Where do the landscapes originate?

A common trait/ theory of landscape artists is their work flourishes due to connection of a specific region.Think Monet & his water lily pond, Gauguin in the South pacific or Emily Carr’s Northwest forests.
Modern day landscape artists may reserve focus for places close to heart.

I questioned a famous global traveling painter about his life work devoted to a specific provincial region.
“In other places I am merely a visitor. In this region, I am home,” expressing it would take decades to form emotional attachment to other places.

He wondered what would inspire me to paint diverse landscapes, even, places I had never seen.

Born to nature loving parents, my upbringing was unique.I have no doubt this is the foundation of how I relate to and paint nature.

I feel we are all visitors on & caretakers of this planet, and, yet, also in it’s entirety, earth is our home.

Dad’s career as a Conservation officer ( & Park Superintendent/ Manager) for Saskatchewan parks required us to live within the park.

Staff were transferred frequently to experience the Province’s diversity firsthand.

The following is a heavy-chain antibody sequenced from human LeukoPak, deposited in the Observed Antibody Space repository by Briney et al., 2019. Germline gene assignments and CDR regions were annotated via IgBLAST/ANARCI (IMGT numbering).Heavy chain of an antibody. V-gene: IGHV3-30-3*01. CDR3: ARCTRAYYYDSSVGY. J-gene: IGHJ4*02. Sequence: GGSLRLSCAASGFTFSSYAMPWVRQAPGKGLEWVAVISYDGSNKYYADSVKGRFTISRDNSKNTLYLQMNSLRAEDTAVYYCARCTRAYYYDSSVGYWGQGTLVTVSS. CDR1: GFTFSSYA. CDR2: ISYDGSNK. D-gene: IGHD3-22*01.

These parks were often located near First Nation communities. My parents first home was in a northern reserve.
Thou I was young, I still feel the whispers & influences of these wonderful people.

It was amazing living within these glorious parks that ranged from southern peaceful valleys with pristine lakes rich in fishing & birds, to northern boreal forests teaming with wildlife, skies lit with aurora borealis. Summer holidays we would camp & explore other parks.

Often living remotely, we grew up, as my brother says “running wild in the bush”. It was a glorious freedom we still treasure.
Moving frequently taught us an appreciation of landscape (& human) diversity and adaptability. I could fall in love with a new home as quickly as drawing in a breath.

It’s this deeply rooted connection that comes thru in the work, and the diversity that you see.

In adulthood, I have lived in some spectacular regions of Canada. I roamed the Yukon’s arctic tundra, ran Vancouver Island’s ocean beaches and rain forest paths. I wandered Okanagan orchards and Ontario’s Bruce trail in autumn and snowy winter.
International traveling took me walking Australia’s outback, witnessing blooming Scottish heather fields, swimming with stingrays in Cayman and cycling mountains of the Smokeys.

I can still fall in love and feel connected with a ‘new’ landscape in one breath.

“We want the background story.
What is your connection to these places?
How can you can paint landscapes you have never seen?”

New “Windy Day” 8×8 oil on canvas $400
“Forest Nook” 14×18 oil on canvas $825